"Digital Imaging and Archiving in a Radiological Department The"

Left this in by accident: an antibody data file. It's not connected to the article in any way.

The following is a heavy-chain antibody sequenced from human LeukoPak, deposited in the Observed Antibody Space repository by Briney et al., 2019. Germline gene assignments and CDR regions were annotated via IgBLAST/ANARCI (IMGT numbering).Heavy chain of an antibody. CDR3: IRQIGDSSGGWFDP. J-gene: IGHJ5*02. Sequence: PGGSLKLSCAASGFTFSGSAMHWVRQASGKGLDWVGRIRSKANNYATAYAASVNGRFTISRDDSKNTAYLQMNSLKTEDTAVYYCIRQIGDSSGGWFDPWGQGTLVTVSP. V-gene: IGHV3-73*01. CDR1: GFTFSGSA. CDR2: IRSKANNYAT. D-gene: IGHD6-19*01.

IAGS 2000 Proceedings VIRTUAL REALITY, TELEMEDICINE, DISTANCE CARE AND EDUCATION Digital Imaging and Archiving in a Radiological Department: The 2nd Radiology Department’s Experience at the University of Athens Dimitrios A. Kelekis, MD, E.P. Efstathopoulos, MD, E. Brountzos, MD, A.D. Kelekis, MD Present problems with film-based procedures. data processing equipment and communications, show Many aspects of the current organization and proce- impressive progress. Now technology is offering new dures in a radiology department are still based on means with which to organize the imaging department. film and paper documents for storage, display and These new means are not only compatible with the communication. These methods are slow and less new digital imaging modalities, but promise great effective and they are incompatible with the methods improvements. used with the increasing number of digital modalities Some years ago, the main problem of archiving digi- (CT, MR, DSI, Digital Radiology, etc.) which have tal images from any modality of a radiology department been developed and tend to abolish conventional in a common database was the incompatibility of digital imaging techniques. image formats between different modalities and manu- Film storage and retrieval in a conventional radiolo- facturers. This problem was recently solved when man- gy department present many problems. The more seri- ufacturers adopted a common protocol to manage ous of these problems are: slow access; loss of images medical images, named Digital Imaging and Communi- due to misfiling or unrecorded loans; difficulty in find- cation in Medicine (DICOM). The DICOM standard is ing a specific image at a needed time; no possibility of a set of rules that allow medical images to be interacting with the recorded information; requirement exchanged between instruments, computers, and hospi- for a large amount of space; and the need for a great tals. It establishes a common language, guaranteeing deal of physical effort in order to create and maintain that a medical image produced on one vendor’s an image database. These are some of the reasons that machine will be displayable on the workstation from created the need for the Picture Archiving and Commu- another vendor.5 nication Systems (PACS) some years ago.1,2 The Picture Archiving and Communication System Digital image management. The introduction of the (PACS) in Evgenidion University Hospital of Athens. first digital imaging systems has led to the concept of a In order to find a solution to all the above stated difficul- totally digital imaging department — the “filmless” ties in storing and managing conventional medical images department.3,4 This concept has now been grasped by printed on film, a PACS system has been developed in the clinicians, researchers and manufacturers. Develop- 2nd Radiology Department of the University of Athens in ments in key technologies, such as semiconductors, Evgenidion University Hospital. The main problem was that most of the medical equip- ment of the department did not dispose the DICOM stan- From the 2nd Department of Radiology, Evgenidion University dard. The digital modalities of the department are: a Hospital, University of Athens, Greece. Originally presented at the Sixth Biennial International Andreas Philips Tomoscan LX/C CT system, a Philips Diagnost Gruentzig Society Meeting in Crete, Greece. ARC digital subtraction angiography system, a Philips Address reprint requests to: D.A. Kelekis, Professor and Director Diagnost 96 digital radiology system, and a Philips of Radiology, 2nd Department of Radiology, University of Athens, Gyroscan ACS NT 1.5T MR system. From all these Evgenidion University Hospital, 20 Papadiamantopoulou St., 115 28, Athens, Greece. modalities, only the MR adopts the DICOM standard. 422 The Journal of Invasive Cardiology Digital Imaging and Archiving in a Radiological Department Table 1. Advantages of the Picture Archiving and Commu- MG, the signals are digitized and sent simultaneously nications system (PACS). to the laser imager and to the PACS server. At the same time, with the use of specially designed software Archiving Films Using PACS which performs an optical character recognition (OCR) Much physical effort need- No physical effort needed to procedure, all the identity data of the patient that were ed to maintain the archive maintain the archive written on the image are stored in another file. There Loss of images due to many No loss of images at this time are thus two files at the end of the procedure, one reasons including the identity data of the patient and another including the image in a digital format. This transfor- Need to print twice every Need to print every image image (one for patient use only once (for patient use) mation results in a patient file containing both the and one for the archive) patient data and the examinations performed on the patient (usually, there is more than one examination of 10–30 minutes average 3 minutes average image a patient from either the same modality or from differ- image retrieval time retrieval time ent modalities). In this way, all patient data are stored Very difficult to produce Not difficult to produce slides in a DICOM format. When selecting a patient, all slides for educational purposes for educational purposes examinations are displayed and when any one of them is selected, all the images can be viewed for diagnosis, processing, printing on film, or any other purpose. The PACS server consists of an Oracle database To overcome this problem, the video output from server together with limited image storage facilities. each non-DICOM modality was used. The video sig- This server is connected with a jukebox that can nals are sent to a laser film imager (Agfa LR3300) house 52 optical disks (OD) of 2.3 GB capacity each passing through a special purpose computer (Agfa for image storage, and each of them has a unique MG) which manages the printing procedure. With the label that tells the system which images are included use of an analog-to-digital converter placed into the on the disk. When all 52 ODs are full of data, the Archive Server + Workflow manager + Oracle Database Server M.O.D. Data Aquisition Jukebox 129 GB on line Philips CT Tomoscan LX/C Non DICOM modalities (video) Running on the same hardware M.G. Philips x-rays DSI (Digital S8PI) Provider Any Philips x- DICOM rays DVI modality (video) Hardcopy Figure 1. The picture archiving and communication system in the 2nd Radiology Department of the University of Athens: The scheduled situation. Vol. 13, No. 5, May 2001 423 KELEKIS, et al. system requires the replacement of the disks. If access to their patients’ images. The final scheduled someone requires images stored in a replaced disk, step of the expansion is to install a web server, which the system asks for the specific disk to be placed into will allow clinicians to retrieve images while away the jukebox. from the hospital (e.g., at their office or home). The A number of workstations (up to 50) can be connect- scheduled situation is shown schematically in Figure 1. ed on the server. Therefore, patient files can be distrib- Security aspects are now under consideration. uted in any work place in the department. The workstation is a common personal computer executing C o n c l u s i o n . The operation of the PACS system special software developed by Agfa Medical Company solved many problems that had arisen with the use of con- named IMPAX, which allows the user to find and dis- ventional films for archiving patients. The time required play any image of any patient stored. The software has to find important images has been shortened dramatically, all the common capabilities of a database, such as find- no images are missing, and the production of educational ing a patient by name, examination date, type of exami- materials is very easy — a very important feature consid- nation, etc. It also provides the possibility to extract ering the duties of a University Department. images outside the system in common image formats (.tiff, .bmp or DICOM), print images on film, perform common image processing, etc. REFERENCES This system has been operating since January 2000, 1. Lehr JL. Impact of manual and computer-assisted PACS for and the examinations of all patients are stored. The use automated PACS. Radiol Manage 1983;5:2–10. of the system has resulted in the easy location of any 2. Cadenhead G. PACs — What they are and what they do. Miss patient. The average time for displaying a specific image RN 1983;45:16–17. of a certain patient is 3 minutes, as compared to 10–30 3. Osteaux M. Radiology is digitally headed. Eur J Radiol minutes when conventional films were stored in a room. 2000;34:1–2. Other advantages of this system are shown in Table 1. 4. Strickland NH. PACS (picture archiving and communication sy st ems): F ilml ess rad i o lo g y. Ar ch Dis Child 2000;83:82–86. Future targets. The next step of the system expan- 5. Digital Imaging and Communications in Medicine. National sion is to install workstations in all departments of the Electrical Manufacturers Association (website). URL: hospital, allowing clinicians to have easy and prompt http://medical.nema.org/dicom.html 424 The Journal of Invasive Cardiology